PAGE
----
By Peter Garrard, Reader in Neurology at St George’s, University of London writing in The Conversation (UK)
Most people agree on the qualities that a leader should have: we prefer to follow people who are confident, decisive, ambitious and persuasive rather than the insecure, dithering, apathetic and weak. So it’s not surprising that the people who possess these leadership qualities are those who seek, and often achieve, positions of power and influence.
There is, however, a dark side to power, which derives from its mind-changing effects on the people who hold it: the reluctance of subordinates to criticise or question leading to contempt for the views of others; successful outcomes of bold decisions blurring the boundaries between judgement and recklessness; personal status within an organisation generalising into a belief in “special qualities”.
The greater the power, the greater the risk of these cognitive distortions taking hold and the worse the devastation when things go wrong, as they surely must when contact with reality is lost.
An increasingly popular way of describing this pattern of behaviour is by using the term “hubris”. In ancient Greece, where it was a legal term, hubris denoted the equivalent of grievous bodily harm; in modern English hubris has come to refer to recklessness and overconfidence among those who wield power in financial or political arenas – particularly when it leads to spectacular or disastrous errors of judgement.
The behaviour of Fred Goodwin while he was CEO of the Royal Bank of Scotland and of the senior management at Enron, are popular examples from the world of finance. George W Bush’s embarrassingly premature announcement of “mission accomplished” aboard the USS Abraham Lincoln less than two months after the allied invasion of Iraq is perhaps the most celebrated example in the political sphere. What all have in common, however, is the contrast between the self-confidence of the leader and the devastating aftermath of their decisions.
These might seem like isolated and extreme examples, but once recognised, this pattern of behaviour is not hard to discern in other contexts, and the stereotypical nature of its development suggests a biological level explanation. The links between testosterone level and the experience of success was documented in a series of experiments conducted on Wall Street traders by the banker-turned-neuroscientist John Coates. The effect of power on the release of dopamine, activating the brain’s reward network occupies numerous behavioural neuroscience laboratories.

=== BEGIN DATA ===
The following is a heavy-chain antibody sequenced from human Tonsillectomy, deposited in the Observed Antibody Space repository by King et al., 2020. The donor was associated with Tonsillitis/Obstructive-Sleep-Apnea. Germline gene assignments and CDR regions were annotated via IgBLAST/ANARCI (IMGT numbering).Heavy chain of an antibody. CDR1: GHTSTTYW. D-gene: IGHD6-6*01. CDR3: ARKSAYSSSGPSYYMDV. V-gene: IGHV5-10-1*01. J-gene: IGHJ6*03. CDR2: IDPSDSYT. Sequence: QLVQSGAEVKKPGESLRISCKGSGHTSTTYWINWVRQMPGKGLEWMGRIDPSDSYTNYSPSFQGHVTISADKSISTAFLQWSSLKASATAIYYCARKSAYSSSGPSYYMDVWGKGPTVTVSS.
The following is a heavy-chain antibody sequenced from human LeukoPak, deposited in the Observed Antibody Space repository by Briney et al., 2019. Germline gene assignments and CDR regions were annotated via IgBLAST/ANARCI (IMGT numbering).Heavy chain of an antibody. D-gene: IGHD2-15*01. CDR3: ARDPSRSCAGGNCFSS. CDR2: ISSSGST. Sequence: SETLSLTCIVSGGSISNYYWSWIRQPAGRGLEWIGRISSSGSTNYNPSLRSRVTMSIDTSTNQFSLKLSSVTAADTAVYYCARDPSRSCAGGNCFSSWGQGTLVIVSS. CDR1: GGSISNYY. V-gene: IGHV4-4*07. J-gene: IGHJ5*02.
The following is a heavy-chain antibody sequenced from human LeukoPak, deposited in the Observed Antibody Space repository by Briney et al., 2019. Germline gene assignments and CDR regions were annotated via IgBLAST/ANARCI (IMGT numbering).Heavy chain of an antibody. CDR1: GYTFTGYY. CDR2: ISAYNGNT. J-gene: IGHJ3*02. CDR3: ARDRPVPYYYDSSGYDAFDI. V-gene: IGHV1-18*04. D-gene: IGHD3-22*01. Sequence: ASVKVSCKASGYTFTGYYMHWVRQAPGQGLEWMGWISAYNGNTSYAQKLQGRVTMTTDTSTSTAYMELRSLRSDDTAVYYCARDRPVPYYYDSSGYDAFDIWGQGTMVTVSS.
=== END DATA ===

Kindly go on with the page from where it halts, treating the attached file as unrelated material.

Combining his experience as a senior politician (British Foreign Secretary, 1977-79), medical neurologist and neuropharmacology researcher, David Owen has claimed the acquisition of power can, in a susceptible individual, induce a unique pattern of behavioural traits and expressed beliefs, which, he suggests, should be recognised as a distinct personality disorder: “Hubris Syndrome”.
Margaret Thatcher: ‘We’ are rejoicing. John Giles/PA Archive
To support this claim, Owen looked at the personal, medical and political histories of a series of 20th century UK prime ministers and US presidents and identified a common set of features that could (following traditional methodology or psychiatric disorders) be used as diagnostic criteria. The features included not only the narcissistic and antisocial tendencies already identified (exaggerated self-belief; contempt for others; an insatiable appetite for self-glorification) but also novel behaviours, such as a tendency to refer to themselves in the third person, to use the royal “we”, to identify themselves with the nation and to take decisions in an increasingly impulsive fashion.
Candidates for hubris syndrome
After eliminating those whose behaviour might have been influenced by psychiatric co-morbidity, alcohol or drugs, Owen identified three political leaders from the USA and UK who met criteria for a diagnosis of Hubris Syndrome: the former US president, George W. Bush, and prime ministers David Lloyd-George, Margaret Thatcher and Tony Blair.